Most voluntary sector advice agencies belong to an umbrella organisation, and that organisation’s website will often be the best starting point for finding local services. The main umbrella organisations are:
Law centres are, in effect, not-for-profit solicitors’ practices that specialise in what is broadly defined as ‘social welfare law’ – typically housing, immigration, employment and welfare rights. Most, if not all, law centres operate a catchment area policy and will only advise those who live (or sometimes work or worked) in their area. Many will only accept clients who are financially eligible for public funding, and the rest are likely to impose some kind of means test on access to their services. Most employ an employment lawyer or specialist adviser. The website of the umbrella body, the Law Centres Federation, lists 60 law centres, roughly half of them in Greater London and most of the rest in substantial town or city centres.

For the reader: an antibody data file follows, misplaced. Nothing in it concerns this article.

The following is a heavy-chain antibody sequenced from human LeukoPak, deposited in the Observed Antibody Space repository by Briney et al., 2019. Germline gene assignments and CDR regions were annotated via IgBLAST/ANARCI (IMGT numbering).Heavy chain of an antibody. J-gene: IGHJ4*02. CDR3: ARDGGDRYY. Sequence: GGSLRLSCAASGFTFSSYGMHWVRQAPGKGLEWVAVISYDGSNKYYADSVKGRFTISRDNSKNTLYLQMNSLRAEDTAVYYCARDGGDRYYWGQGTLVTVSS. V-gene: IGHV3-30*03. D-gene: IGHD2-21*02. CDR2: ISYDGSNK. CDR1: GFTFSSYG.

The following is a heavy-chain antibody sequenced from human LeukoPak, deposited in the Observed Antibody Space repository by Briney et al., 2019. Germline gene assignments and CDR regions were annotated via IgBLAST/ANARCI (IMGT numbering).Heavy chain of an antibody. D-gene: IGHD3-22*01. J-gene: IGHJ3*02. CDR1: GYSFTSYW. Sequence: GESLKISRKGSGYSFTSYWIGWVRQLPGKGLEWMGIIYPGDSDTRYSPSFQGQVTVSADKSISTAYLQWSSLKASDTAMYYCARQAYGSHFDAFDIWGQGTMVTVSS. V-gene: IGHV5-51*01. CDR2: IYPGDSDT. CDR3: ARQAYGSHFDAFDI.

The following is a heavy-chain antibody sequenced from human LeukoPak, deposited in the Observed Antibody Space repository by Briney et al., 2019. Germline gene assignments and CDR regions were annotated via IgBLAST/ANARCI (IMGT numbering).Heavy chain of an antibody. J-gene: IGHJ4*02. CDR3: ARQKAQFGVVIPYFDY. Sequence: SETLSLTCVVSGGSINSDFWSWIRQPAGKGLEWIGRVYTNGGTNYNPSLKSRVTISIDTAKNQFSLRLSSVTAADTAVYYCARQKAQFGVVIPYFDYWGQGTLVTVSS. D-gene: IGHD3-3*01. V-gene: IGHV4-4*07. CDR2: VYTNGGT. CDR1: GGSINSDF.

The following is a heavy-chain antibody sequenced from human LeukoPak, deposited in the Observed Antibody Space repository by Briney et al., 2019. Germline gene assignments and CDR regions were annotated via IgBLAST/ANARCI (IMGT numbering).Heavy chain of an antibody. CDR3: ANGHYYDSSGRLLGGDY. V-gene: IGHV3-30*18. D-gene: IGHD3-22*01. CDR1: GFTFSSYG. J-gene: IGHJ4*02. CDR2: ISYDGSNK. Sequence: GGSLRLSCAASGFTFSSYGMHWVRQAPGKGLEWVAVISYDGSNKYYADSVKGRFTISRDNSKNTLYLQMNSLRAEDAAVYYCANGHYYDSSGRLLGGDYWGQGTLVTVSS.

Citizens Advice Bureaux
Citizens Advice Bureaux (CABx) tend to offer a generalist service, and only some employ a specialist employment adviser. CABx do not generally have a catchment area policy and will advise anyone who approaches, subject to availability of advisers. CABx do not generally means-test their clients except for Legal Services Commission funded work. CABx give advice from around 3,000 locations in the UK; any sizeable town centre is likely to have a bureau. The umbrella group is called Citizens Advice (formerly more intelligibly known as the National Association of Citizens Advice Bureaux).
Racial Equality Councils